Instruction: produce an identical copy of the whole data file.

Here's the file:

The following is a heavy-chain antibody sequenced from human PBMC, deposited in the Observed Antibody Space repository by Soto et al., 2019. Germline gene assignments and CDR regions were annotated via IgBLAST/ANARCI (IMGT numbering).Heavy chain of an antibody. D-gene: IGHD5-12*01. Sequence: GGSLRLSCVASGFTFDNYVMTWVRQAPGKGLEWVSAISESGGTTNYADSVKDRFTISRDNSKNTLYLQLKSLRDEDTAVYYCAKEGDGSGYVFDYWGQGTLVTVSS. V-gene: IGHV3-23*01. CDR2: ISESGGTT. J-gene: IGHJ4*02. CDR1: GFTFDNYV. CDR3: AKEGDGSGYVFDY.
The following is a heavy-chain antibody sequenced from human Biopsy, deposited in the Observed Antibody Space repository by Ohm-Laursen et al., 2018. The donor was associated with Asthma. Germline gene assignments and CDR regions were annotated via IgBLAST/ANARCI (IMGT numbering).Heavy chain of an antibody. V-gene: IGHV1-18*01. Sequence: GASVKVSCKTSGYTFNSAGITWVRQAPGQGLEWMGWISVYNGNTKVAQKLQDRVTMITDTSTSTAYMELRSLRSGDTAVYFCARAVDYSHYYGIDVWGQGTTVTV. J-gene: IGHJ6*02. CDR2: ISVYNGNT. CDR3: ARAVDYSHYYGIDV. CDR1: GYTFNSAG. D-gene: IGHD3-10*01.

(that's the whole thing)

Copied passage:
The following is a heavy-chain antibody sequenced from human PBMC, deposited in the Observed Antibody Space repository by Soto et al., 2019. Germline gene assignments and CDR regions were annotated via IgBLAST/ANARCI (IMGT numbering).Heavy chain of an antibody. D-gene: IGHD5-12*01. Sequence: GGSLRLSCVASGFTFDNYVMTWVRQAPGKGLEWVSAISESGGTTNYADSVKDRFTISRDNSKNTLYLQLKSLRDEDTAVYYCAKEGDGSGYVFDYWGQGTLVTVSS. V-gene: IGHV3-23*01. CDR2: ISESGGTT. J-gene: IGHJ4*02. CDR1: GFTFDNYV. CDR3: AKEGDGSGYVFDY.
The following is a heavy-chain antibody sequenced from human Biopsy, deposited in the Observed Antibody Space repository by Ohm-Laursen et al., 2018. The donor was associated with Asthma. Germline gene assignments and CDR regions were annotated via IgBLAST/ANARCI (IMGT numbering).Heavy chain of an antibody. V-gene: IGHV1-18*01. Sequence: GASVKVSCKTSGYTFNSAGITWVRQAPGQGLEWMGWISVYNGNTKVAQKLQDRVTMITDTSTSTAYMELRSLRSGDTAVYFCARAVDYSHYYGIDVWGQGTTVTV. J-gene: IGHJ6*02. CDR2: ISVYNGNT. CDR3: ARAVDYSHYYGIDV. CDR1: GYTFNSAG. D-gene: IGHD3-10*01.